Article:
Feeds

'Google Earth for the Iraq insurgency' gets $115m

Could have bought ordinary Google Earth for that

A new approach to endpoint data protection

Pentagon boffinry chiefs have decided to spend more than a hundred million dollars on a new military database/map system which will let troops in the field collect, share and organise intelligence more effectively.

The system in question is named TIGR, for Tactical Ground Reporting, and it has been described as "Google Maps for the Iraq counterinsurgency". It simply offers an easy way to link information to locations and times.

Mostly at the moment, if Western forces go out on patrol in a hostile area, they have very little idea what happened to those before them. Reports, pictures and so on filed by their predecessors will be accessible to intelligence officers at battalion HQ and up, but even these staff desk-jockeys will struggle to find information related to a particular location.

The idea now is that a noncommissioned or junior officer about to take out a patrol - or go anywhere or do anything - would put his proposed route into TIGR. All previous events of interest which had occurred within, say, 300m either side of the route would pop up: ambushes, roadside bombings, school visits, talks with community figures. Many of these icons would link through, not just to written reports but to pictures or other information collected by previous troops working in the area - just like Google Earth.

TIGR has already been to war. It was in the hands of some US troops as long ago as 2007, and as of last year there were 1500 small-unit leaders using it. The system has received rave reviews from returning troops.

Some have speculated that systems of this sought could force Western armies to become more agile and devolve decision-making down to lower levels and smaller units. Others suggest the exact opposite, that high commanders looking at TIGR - in effect, over the shoulder of those beneath them - will become more tempted to interfere at low levels (this is the dreaded "long screwdriver" effect).

No matter the ultimate result, TIGR seems to be staying popular. Ascend Intelligence, the company behind much of TIGR, has just received a contract award of $14m, with options that will take the deal to $115m if exercised.

To be fair to Ascend, there's a bit more to a system like TIGR than Google Earth. TIGR has to work with much less bandwidth and frequent network outages, requiring the use of many synchronised copies of the database spread across the battlefield net. It will at some point need to tie into various specialised hardware, for instance the Land Warrior wearable combat smartphone or something similar. Security needs to be top-line. With the new focus on Afghanistan, a lot of new background information will need to be put in and new networks set up.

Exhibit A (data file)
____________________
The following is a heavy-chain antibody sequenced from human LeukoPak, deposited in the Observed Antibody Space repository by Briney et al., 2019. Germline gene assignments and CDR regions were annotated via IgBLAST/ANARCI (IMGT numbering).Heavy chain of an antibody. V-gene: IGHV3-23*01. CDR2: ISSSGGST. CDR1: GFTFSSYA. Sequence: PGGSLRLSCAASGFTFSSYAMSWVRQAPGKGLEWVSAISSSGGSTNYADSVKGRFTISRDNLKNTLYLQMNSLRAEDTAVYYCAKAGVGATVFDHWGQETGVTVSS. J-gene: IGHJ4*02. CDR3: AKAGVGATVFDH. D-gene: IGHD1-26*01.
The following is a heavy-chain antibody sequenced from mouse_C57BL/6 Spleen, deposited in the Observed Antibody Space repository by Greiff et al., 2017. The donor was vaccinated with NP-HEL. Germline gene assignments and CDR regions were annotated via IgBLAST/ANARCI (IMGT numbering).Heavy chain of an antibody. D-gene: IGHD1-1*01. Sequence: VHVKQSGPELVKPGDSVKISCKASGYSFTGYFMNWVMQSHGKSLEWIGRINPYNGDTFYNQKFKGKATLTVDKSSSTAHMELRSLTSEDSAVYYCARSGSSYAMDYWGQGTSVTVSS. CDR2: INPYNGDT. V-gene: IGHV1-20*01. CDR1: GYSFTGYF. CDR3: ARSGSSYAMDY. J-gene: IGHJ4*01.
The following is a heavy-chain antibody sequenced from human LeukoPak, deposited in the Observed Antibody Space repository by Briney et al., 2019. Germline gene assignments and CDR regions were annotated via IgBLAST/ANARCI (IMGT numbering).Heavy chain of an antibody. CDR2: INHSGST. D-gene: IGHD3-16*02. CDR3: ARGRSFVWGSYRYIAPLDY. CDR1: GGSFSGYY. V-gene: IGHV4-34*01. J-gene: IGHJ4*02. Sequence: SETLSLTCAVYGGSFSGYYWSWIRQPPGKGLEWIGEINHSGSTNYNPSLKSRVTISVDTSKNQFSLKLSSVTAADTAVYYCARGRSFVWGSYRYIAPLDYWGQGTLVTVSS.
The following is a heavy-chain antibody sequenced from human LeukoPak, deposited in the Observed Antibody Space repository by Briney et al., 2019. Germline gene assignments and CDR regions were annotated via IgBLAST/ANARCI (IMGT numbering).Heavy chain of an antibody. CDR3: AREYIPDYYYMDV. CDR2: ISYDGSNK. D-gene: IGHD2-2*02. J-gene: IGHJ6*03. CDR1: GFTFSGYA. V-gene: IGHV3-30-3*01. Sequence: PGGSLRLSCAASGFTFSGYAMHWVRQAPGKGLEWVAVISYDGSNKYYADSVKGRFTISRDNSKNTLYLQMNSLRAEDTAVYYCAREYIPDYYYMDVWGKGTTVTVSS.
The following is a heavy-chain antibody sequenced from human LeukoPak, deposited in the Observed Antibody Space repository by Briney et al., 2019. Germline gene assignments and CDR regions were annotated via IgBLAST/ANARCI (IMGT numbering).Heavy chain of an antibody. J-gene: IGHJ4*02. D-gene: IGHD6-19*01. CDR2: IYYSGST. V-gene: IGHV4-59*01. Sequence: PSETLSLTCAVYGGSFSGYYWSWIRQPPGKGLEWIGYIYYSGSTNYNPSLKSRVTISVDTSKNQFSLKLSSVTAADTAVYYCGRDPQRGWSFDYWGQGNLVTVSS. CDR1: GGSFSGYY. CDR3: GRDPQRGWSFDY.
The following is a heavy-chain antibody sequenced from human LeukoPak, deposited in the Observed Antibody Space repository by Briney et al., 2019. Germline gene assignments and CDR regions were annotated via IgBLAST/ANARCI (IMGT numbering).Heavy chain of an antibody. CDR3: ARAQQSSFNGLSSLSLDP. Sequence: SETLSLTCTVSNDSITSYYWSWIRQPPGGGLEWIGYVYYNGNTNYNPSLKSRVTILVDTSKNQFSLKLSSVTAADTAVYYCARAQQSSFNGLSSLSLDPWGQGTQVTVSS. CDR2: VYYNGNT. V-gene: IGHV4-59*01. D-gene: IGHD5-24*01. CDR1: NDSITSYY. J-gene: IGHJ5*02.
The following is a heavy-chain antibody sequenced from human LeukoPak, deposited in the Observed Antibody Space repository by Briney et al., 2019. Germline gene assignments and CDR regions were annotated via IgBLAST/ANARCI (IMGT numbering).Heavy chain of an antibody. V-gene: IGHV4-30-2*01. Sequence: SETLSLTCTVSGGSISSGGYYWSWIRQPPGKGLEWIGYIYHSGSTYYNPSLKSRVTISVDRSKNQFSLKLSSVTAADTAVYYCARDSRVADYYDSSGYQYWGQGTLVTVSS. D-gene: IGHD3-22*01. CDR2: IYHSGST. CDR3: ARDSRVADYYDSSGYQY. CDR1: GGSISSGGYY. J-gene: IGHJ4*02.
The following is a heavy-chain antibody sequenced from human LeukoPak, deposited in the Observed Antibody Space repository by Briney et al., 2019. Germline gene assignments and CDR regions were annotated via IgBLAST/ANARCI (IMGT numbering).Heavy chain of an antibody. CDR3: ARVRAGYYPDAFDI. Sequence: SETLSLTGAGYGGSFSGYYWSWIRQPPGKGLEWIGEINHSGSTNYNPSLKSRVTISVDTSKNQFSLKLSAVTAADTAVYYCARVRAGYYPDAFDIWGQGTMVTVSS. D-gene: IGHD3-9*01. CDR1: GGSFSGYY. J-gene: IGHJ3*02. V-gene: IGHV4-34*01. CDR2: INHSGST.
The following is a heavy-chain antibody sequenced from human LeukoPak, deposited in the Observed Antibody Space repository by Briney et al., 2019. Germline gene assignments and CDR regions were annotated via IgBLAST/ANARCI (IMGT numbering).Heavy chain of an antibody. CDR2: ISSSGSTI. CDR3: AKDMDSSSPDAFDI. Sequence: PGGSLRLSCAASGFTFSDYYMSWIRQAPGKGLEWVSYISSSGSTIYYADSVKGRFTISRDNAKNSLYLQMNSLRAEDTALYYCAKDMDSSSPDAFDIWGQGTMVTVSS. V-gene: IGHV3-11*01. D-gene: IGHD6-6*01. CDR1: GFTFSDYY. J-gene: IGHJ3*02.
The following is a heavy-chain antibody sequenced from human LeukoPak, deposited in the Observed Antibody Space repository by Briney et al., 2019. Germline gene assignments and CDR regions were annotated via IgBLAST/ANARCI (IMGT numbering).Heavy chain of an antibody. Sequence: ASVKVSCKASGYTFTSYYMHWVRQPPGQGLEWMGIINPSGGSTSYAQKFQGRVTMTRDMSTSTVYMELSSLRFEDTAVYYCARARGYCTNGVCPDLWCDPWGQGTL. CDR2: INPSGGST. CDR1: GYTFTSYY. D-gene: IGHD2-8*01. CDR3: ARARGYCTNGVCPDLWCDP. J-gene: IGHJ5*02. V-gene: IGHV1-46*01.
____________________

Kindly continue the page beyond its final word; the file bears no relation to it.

Even so, $115m seems like a lot for this sort of capability. Perhaps the US Army just needs to spend a lot of cash before it can really trust something.

There's an interesting article on TIGR from MIT Tech Review last year here (in pdf). ®

7 Elements of Radically Simple OS Migration

More from The Register

next story
PEAK LANDFILL: Why tablet gloom is good news for Windows users
Sinofsky's hybrid strategy looks dafter than ever
Leaked Windows Phone 8.1 Update specs tease details of Nokia's next mobes
New screen sizes, dual SIMs, voice over LTE, and more
Fiendishly complex password app extension ships for iOS 8
Just slip it in, won't hurt a bit, 1Password makers urge devs
Mozilla keeps its Beard, hopes anti-gay marriage troubles are now over
Plenty on new CEO's todo list – starting with Firefox's slipping grasp
Apple: We'll unleash OS X Yosemite beta on the MASSES on 24 July
Starting today, regular fanbois will be guinea pigs, it tells Reg
Another day, another Firefox: Version 31 is upon us ALREADY
Web devs, Mozilla really wants you to like this one
Secure microkernel that uses maths to be 'bug free' goes open source
Hacker-repelling, drone-protecting code will soon be yours to tweak as you see fit
Cloudy CoreOS Linux distro declares itself production-ready
Lightweight, container-happy Linux gets first Stable release
prev story

Whitepapers

7 Elements of Radically Simple OS Migration
Avoid the typical headaches of OS migration during your next project by learning about 7 elements of radically simple OS migration.
Implementing global e-invoicing with guaranteed legal certainty
Explaining the role local tax compliance plays in successful supply chain management and e-business and how leading global brands are addressing this.
Consolidation: The Foundation for IT Business Transformation
In this whitepaper learn how effective consolidation of IT and business resources can enable multiple, meaningful business benefits.
Solving today's distributed Big Data backup challenges
Enable IT efficiency and allow a firm to access and reuse corporate information for competitive advantage, ultimately changing business outcomes.
A new approach to endpoint data protection
What is the best way to ensure comprehensive visibility, management, and control of information on both company-owned and employee-owned devices?